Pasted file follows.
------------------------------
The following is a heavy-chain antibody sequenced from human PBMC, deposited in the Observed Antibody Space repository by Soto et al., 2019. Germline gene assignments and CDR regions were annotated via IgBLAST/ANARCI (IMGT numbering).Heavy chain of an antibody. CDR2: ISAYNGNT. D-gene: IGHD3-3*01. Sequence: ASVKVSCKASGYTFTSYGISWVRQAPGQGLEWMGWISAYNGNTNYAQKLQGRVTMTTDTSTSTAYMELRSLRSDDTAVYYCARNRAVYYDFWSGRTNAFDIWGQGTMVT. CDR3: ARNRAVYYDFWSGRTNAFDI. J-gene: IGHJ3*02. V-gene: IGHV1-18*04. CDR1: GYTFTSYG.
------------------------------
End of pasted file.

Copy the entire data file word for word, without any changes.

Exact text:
The following is a heavy-chain antibody sequenced from human PBMC, deposited in the Observed Antibody Space repository by Soto et al., 2019. Germline gene assignments and CDR regions were annotated via IgBLAST/ANARCI (IMGT numbering).Heavy chain of an antibody. CDR2: ISAYNGNT. D-gene: IGHD3-3*01. Sequence: ASVKVSCKASGYTFTSYGISWVRQAPGQGLEWMGWISAYNGNTNYAQKLQGRVTMTTDTSTSTAYMELRSLRSDDTAVYYCARNRAVYYDFWSGRTNAFDIWGQGTMVT. CDR3: ARNRAVYYDFWSGRTNAFDI. J-gene: IGHJ3*02. V-gene: IGHV1-18*04. CDR1: GYTFTSYG.